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Agency Finder's Fee.

Discussion in 'Supply teaching' started by schoolsout4summer, Jun 24, 2020.

  1. KTST

    KTST New commenter

    Hi @schoolsout4summer

    Legally the agency have to give the school the option of a finders fee or extended period of hire.

    https://worksmart.org.uk/work-right...xt=This period is 14 weeks,a temp to perm fee.

    "This period is 14 weeks from the start of the assignment or eight weeks from the end of the assignment, whichever ends later. After this period, the employer is free to hire the individual directly without paying a temp to perm fee."

    If you haven't worked in the school since March there should be no conditions for the release fee as this will be over the 8 week period. Alternatively, if you've been in the assingment for over 14 weeks, again the school should not ask for a finders fee on top of the margin they have already earnt.

    There should be something in the agencys Terms of Business that gives the school the option. I would ask the BM to re read the contract and question the consultant.

    Good luck!
    peakster, ATfan, MsOnline and 3 others like this.
  2. historygrump

    historygrump Star commenter Forum guide

    I am surprised that schools don't offer the agency a deal, no fee and you are first choice for work over the next 12 months, how many agencies would jump at the chance of being the first port of call from a school? Having said that most are money grabbing Bug*ers.
  3. sbkrobson

    sbkrobson Star commenter

    What I don't understand in this scenario is-
    -why the school are surprised
    -why posters don't know that the finder's fee is described in huge detail in the agency contract to the school
    -why the school chose to be so open about this with OP

    What I do understand is that a finder's fee is not "wrong" because it is so clearly detailed in the initial contract.

    it is not in an agency's interest to "budge" from the fee for several reasons. The money is only the most obvious reason. But on top of this, if you have a teacher who is offered a contract, then they are somebody of calibre. And it is worth more to an agency as a business investment to keep that person on their books for a smaller yet longer term gain both in money, but also in terms of keeping their credentials as having decent staff. Any person who is contracted away from an agency is a finder's fee bonus, but also a loss of acumen. So maybe on occasion the fee is purposefully augmented into something prohibitive, who knows.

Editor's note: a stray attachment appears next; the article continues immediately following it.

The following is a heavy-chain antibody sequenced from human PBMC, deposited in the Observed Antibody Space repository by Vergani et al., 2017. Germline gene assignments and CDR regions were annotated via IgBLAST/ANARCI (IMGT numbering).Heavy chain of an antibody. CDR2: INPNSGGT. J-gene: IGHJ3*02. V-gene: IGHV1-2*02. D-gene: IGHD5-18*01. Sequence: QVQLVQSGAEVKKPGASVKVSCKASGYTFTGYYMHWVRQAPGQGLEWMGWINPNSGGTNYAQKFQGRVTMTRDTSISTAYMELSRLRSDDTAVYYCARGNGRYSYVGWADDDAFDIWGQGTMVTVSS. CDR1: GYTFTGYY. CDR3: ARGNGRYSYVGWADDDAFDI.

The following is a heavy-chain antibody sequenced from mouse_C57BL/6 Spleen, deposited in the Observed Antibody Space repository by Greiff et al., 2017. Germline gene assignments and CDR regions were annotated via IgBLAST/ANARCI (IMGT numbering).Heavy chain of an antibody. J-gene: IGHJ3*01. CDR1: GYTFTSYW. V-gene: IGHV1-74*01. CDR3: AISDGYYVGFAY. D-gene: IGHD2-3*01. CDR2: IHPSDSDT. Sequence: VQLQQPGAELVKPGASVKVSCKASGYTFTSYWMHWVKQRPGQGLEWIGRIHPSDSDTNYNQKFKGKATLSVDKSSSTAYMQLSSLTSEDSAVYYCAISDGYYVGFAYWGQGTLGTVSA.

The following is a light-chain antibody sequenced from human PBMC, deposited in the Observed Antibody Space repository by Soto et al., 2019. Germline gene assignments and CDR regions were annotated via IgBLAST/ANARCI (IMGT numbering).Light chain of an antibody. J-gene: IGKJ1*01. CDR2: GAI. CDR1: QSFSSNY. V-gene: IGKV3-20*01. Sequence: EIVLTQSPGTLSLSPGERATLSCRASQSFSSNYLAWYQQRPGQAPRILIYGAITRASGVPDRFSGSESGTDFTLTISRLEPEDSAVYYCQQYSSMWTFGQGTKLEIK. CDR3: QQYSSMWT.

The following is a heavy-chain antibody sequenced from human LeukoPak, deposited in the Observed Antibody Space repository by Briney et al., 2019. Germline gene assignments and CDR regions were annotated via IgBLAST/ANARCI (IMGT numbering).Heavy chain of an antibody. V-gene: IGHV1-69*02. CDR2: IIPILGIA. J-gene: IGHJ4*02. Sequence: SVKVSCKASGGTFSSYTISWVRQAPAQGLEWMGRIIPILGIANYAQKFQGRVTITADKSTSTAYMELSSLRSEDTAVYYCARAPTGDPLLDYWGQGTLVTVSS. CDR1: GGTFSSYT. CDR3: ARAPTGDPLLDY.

I guess this is a useful thought when it comes to negotiating payment on new contracts. If that helps, OP.
    agathamorse and MsOnline like this.
  4. MsOnline

    MsOnline Occasional commenter

    This seems sound, useful information but I'd say the school should already know this. If they have a HR dept, LA support or have had agency staff before they must know.

    The OP's school aside, in general try not to underestimate the communication and links between heads and agencies. There's a lot of politics, mutual back-scratching and communication that teachers aren't privvy too.

    I don't mean to seem cynical but...you're your own priority in the supply teacher triangle. If there are HR rules or legislation that would save either party money, chances are the school or the agency with be p-ed off if you point them out.

    It really isn't the teacher's job to point these things out as it could leave them vulnerable. Just do the teaching, that's your job.
  5. sharon7482

    sharon7482 Occasional commenter

    Except they may loose the school to another agency and the teacher if the deal falls through. Schools can't afford that. Most would do the 14 week thing and even then the teacher probably won't work for theme again and the school,will find another agency.

    It is certainly made me realise that certain actions I made were all above board when I worried. As in I was there for 14 weeks already.
  6. ATfan

    ATfan Star commenter

    That’s what happened to me at my current Indy. I was originally hired through an agency in November 2013. In 2014, they offered me a permanent contract (no interview needed). They told me that I would have stop working for them by 13th June so that my new contract could start on 1st August. All perfectly legit and no hard feelings from anyone (in fact, my consultant congratulated me for being offered a perm job) because there was a 13 week gap and they needed at least 12 weeks so that they didn’t have to pay a finder’s fee. By the way, I know that this is correct because I wasn’t the only supply teacher who was kept on at the time. They stopped doing it after that in favour of employing people directly from the beginning.

    I’m surprised that more colleges and schools don’t know about this rule and it’s absolutely true that finder fees are nothing to do with us and we shouldn’t be asked to contribute to them.
  7. Brixtonboy

    Brixtonboy New commenter

    Let's see whether Covid19 would make them change tactic and use different methods!
  8. historygrump

    historygrump Star commenter Forum guide

    Brixtonboy, if we are all honest, the would be more chance of finding hens teeth, then the agencies changing their ways.
    Jolly_Roger15 and Brixtonboy like this.
  9. Brixtonboy

    Brixtonboy New commenter

    EIGHT GRAND?! Talk about making money off the teacher.
  10. Brixtonboy

    Brixtonboy New commenter

    Sadly, I agree.

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